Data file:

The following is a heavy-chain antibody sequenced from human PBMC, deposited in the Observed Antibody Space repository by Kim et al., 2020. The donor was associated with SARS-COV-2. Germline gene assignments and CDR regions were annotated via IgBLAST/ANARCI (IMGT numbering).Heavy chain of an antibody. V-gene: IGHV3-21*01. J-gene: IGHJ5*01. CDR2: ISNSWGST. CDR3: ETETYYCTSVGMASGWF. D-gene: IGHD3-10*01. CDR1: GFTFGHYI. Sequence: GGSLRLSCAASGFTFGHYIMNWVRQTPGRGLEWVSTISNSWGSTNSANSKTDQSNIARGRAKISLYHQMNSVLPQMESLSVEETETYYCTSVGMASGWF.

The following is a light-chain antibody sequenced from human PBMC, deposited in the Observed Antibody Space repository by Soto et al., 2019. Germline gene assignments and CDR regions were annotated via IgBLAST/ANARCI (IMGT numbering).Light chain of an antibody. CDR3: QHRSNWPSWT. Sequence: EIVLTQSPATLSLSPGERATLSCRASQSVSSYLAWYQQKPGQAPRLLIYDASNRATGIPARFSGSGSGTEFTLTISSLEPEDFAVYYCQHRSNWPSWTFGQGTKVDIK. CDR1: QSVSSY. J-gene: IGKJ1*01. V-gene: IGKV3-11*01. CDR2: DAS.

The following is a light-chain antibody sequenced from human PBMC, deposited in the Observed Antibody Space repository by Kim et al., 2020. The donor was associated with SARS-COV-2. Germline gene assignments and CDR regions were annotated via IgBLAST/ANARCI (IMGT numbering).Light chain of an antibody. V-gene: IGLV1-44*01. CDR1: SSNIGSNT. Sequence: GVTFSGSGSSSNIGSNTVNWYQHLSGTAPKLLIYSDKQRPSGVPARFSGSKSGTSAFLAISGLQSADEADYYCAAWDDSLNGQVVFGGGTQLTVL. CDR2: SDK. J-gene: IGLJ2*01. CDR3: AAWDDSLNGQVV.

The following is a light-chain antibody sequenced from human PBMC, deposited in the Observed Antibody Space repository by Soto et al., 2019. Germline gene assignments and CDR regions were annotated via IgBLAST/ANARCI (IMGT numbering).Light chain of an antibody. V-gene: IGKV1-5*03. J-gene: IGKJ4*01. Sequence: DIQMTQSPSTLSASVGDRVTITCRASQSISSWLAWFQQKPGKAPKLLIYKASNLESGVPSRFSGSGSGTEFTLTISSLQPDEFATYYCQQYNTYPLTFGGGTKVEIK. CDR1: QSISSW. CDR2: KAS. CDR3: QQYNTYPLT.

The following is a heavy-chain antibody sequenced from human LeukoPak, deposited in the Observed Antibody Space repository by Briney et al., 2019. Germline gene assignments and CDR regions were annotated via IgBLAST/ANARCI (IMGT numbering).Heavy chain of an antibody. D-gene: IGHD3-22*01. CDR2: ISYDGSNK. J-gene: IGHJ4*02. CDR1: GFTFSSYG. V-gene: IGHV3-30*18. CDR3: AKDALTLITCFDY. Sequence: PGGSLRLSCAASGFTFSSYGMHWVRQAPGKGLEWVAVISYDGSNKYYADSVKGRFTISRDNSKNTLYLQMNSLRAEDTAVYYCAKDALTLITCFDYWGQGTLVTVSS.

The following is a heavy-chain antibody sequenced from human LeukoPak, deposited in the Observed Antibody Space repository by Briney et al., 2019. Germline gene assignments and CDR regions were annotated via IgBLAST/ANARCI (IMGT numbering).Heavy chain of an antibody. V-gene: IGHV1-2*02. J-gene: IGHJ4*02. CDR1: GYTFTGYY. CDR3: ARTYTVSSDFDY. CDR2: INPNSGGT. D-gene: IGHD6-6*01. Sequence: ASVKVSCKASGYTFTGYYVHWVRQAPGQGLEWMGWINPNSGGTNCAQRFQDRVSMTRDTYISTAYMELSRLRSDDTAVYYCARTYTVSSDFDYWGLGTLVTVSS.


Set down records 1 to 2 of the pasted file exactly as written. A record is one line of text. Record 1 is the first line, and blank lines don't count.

The following is a heavy-chain antibody sequenced from human PBMC, deposited in the Observed Antibody Space repository by Kim et al., 2020. The donor was associated with SARS-COV-2. Germline gene assignments and CDR regions were annotated via IgBLAST/ANARCI (IMGT numbering).Heavy chain of an antibody. V-gene: IGHV3-21*01. J-gene: IGHJ5*01. CDR2: ISNSWGST. CDR3: ETETYYCTSVGMASGWF. D-gene: IGHD3-10*01. CDR1: GFTFGHYI. Sequence: GGSLRLSCAASGFTFGHYIMNWVRQTPGRGLEWVSTISNSWGSTNSANSKTDQSNIARGRAKISLYHQMNSVLPQMESLSVEETETYYCTSVGMASGWF.

The following is a light-chain antibody sequenced from human PBMC, deposited in the Observed Antibody Space repository by Soto et al., 2019. Germline gene assignments and CDR regions were annotated via IgBLAST/ANARCI (IMGT numbering).Light chain of an antibody. CDR3: QHRSNWPSWT. Sequence: EIVLTQSPATLSLSPGERATLSCRASQSVSSYLAWYQQKPGQAPRLLIYDASNRATGIPARFSGSGSGTEFTLTISSLEPEDFAVYYCQHRSNWPSWTFGQGTKVDIK. CDR1: QSVSSY. J-gene: IGKJ1*01. V-gene: IGKV3-11*01. CDR2: DAS.